Stop the Sickness
Madeline Ebelini says stress less, Do Not Disturb, a mindful pathway
Madeline Ebelini by any measure was a success, practicing law in Fort Myers for 20 years. Yet stress owned her mind and body, with reverberating side effects. “I was having insomnia, chronic pain, anxiety attacks,” Ebelini recalls. “I came down with shingles and was diagnosed with breast cancer. My mind ruminated constantly, rehashing the same issues over and over, with no resolution. “I was making myself sick, but I didn’t know what to do about it.” Fate intervened with a yoga class that ended with quiet meditation, setting her on a newfound pathway. In 2011, Ebelini opened her serene, Asian-designed Integrative Mindfulness studio in Bonita Springs, teaching others how to practice mindfulness, meditation and yoga. She earned a master’s degree in transpersonal psychology, with a focus on mindfulness-based stress reduction. She also became a registered yoga instructor. Today her practice includes a massage therapist and three yoga/movement teachers. “That was a definite turning point for me,” she says of yoga. “I couldn’t remember how long it had been since my mind was peaceful and quiet like that.” After regularly practicing meditation, “my quality of life and health began to improve,” she says, her husband, attorney Mark Ebelini, and their son, Jordan, noticing a marked difference. “I was meditating every day and would hang a ‘Do Not Disturb’ sign on the door. My son would ask, ‘What’s mom doing in there?’ and Mark would tell him, ‘I don’t know but let her do it,’” Ebelini says, chuckling. Ebelini, 54, shares her story with Cape Coral Living Magazine. CCL Integrative Mindfulness has grown in the past six years. ME People are realizing they can—and must—take charge of their own well-being. Scientific research and discoveries have taken us much farther than we’ve ever been in understanding how the brain and nervous system are designed to change, based on what we practice and do regularly.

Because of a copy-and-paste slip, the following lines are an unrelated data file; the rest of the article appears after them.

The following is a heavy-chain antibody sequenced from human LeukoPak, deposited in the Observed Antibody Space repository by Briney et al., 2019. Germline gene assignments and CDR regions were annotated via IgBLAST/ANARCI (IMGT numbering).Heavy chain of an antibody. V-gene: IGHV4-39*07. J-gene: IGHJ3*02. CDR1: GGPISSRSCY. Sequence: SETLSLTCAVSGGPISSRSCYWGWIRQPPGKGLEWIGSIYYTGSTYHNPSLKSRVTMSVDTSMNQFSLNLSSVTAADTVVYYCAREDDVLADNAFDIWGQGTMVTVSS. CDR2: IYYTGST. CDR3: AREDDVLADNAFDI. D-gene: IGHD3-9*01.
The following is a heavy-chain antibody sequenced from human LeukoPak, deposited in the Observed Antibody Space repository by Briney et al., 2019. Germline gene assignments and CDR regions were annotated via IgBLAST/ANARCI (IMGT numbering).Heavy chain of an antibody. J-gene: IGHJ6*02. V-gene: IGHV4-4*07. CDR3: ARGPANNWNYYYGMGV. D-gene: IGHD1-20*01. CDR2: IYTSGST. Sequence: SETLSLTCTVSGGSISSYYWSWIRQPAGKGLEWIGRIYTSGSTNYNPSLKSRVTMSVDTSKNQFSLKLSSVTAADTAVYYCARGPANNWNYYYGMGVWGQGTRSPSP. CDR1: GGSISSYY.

CCL What’s behind the mainstreaming of mindfulness practice? ME First is the science. I’ve read that science has learned more about the brain in the last 15 years than in all of human history. Magnetic resonance imaging [MRI] studies that looked at the brains of people who underwent mindfulness training revealed an increased density in the hippocampus— important for learning and memory—and in structures associated with selfawareness, compassion and introspection. Imaging also showed a decreased density in the amygdala, known to trigger stress and anxiety. Meditation is associated with changes in the part of the brain associated with self-regulation, resisting distractions, and learning from experiences. The brain is an organ designed to change throughout our lives, based on what we do with it. We can proactively change the brain and increase our well-being and quality of life. Another factor is that, today, people can learn these practices in a secular educational setting. You don’t have to go to a monastery in Tibet or an ashram in India to learn how to meditate or practice yoga.
The brain is an organ designed to change throughout our lives, based on what we do with it.
CCL Is there a typical client? ME The majority of our participants are 45 or older. We all have
stress, loss and difficulty in our lives. It’s part of being human. There are many reasons people seek out stressreduction practices: anxiety, insomnia, grief, caring for a spouse or loved one with dementia, divorce, a medical diagnosis, newly retired.
CCL The biggest stressors? ME The things that trigger stress can be external or internal—frequently a combination of both. We have little or no control over what happens externally. How we relate or react to a stressor is a significant factor in whether we escalate or de-escalate our stress. Typically, it feels like we have no choice. Our reactions are so automatic and habitual—learned through a lifetime of repetition—that it seems like we run on automatic pilot. Reactive patterns typically exacerbate stress. Mindfulness training teaches us how to become present and aware in the midst of this bundle of sensations, thoughts, emotions and impulses—to notice what’s happening, what we’re thinking, what emotions are present and what impulsive behavior is arising. It’s this capacity to pause and notice what’s happening that creates breathing room between the stressor and our reaction. This is the space in which we can have a choice about what we do next. This is how we unwind the stressreactivity cycle.
Reactive patterns typically exacerbate stress.
Cathy Chestnut is a freelance writer and frequent contributor to TOTI Media.
Madeline Ebelini is the founder of Integrative Mindfulness in Bonita Springs.